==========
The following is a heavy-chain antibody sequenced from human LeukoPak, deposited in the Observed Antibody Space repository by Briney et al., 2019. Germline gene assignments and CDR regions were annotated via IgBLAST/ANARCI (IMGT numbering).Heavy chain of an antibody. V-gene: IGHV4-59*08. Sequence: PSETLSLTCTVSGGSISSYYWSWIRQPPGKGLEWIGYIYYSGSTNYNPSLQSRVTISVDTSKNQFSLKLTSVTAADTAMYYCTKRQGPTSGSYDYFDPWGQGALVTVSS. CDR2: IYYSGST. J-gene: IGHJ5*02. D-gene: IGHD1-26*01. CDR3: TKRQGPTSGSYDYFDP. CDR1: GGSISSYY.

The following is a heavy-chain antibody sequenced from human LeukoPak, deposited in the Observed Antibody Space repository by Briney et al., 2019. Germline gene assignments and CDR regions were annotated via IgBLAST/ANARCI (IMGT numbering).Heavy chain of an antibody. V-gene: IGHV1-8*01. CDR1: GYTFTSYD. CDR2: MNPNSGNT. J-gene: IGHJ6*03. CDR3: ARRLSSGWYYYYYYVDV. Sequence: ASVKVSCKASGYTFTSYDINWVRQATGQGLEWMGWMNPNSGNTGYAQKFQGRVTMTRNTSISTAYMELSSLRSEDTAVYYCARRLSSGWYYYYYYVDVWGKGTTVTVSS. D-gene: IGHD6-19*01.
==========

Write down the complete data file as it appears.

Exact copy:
The following is a heavy-chain antibody sequenced from human LeukoPak, deposited in the Observed Antibody Space repository by Briney et al., 2019. Germline gene assignments and CDR regions were annotated via IgBLAST/ANARCI (IMGT numbering).Heavy chain of an antibody. V-gene: IGHV4-59*08. Sequence: PSETLSLTCTVSGGSISSYYWSWIRQPPGKGLEWIGYIYYSGSTNYNPSLQSRVTISVDTSKNQFSLKLTSVTAADTAMYYCTKRQGPTSGSYDYFDPWGQGALVTVSS. CDR2: IYYSGST. J-gene: IGHJ5*02. D-gene: IGHD1-26*01. CDR3: TKRQGPTSGSYDYFDP. CDR1: GGSISSYY.

The following is a heavy-chain antibody sequenced from human LeukoPak, deposited in the Observed Antibody Space repository by Briney et al., 2019. Germline gene assignments and CDR regions were annotated via IgBLAST/ANARCI (IMGT numbering).Heavy chain of an antibody. V-gene: IGHV1-8*01. CDR1: GYTFTSYD. CDR2: MNPNSGNT. J-gene: IGHJ6*03. CDR3: ARRLSSGWYYYYYYVDV. Sequence: ASVKVSCKASGYTFTSYDINWVRQATGQGLEWMGWMNPNSGNTGYAQKFQGRVTMTRNTSISTAYMELSSLRSEDTAVYYCARRLSSGWYYYYYYVDVWGKGTTVTVSS. D-gene: IGHD6-19*01.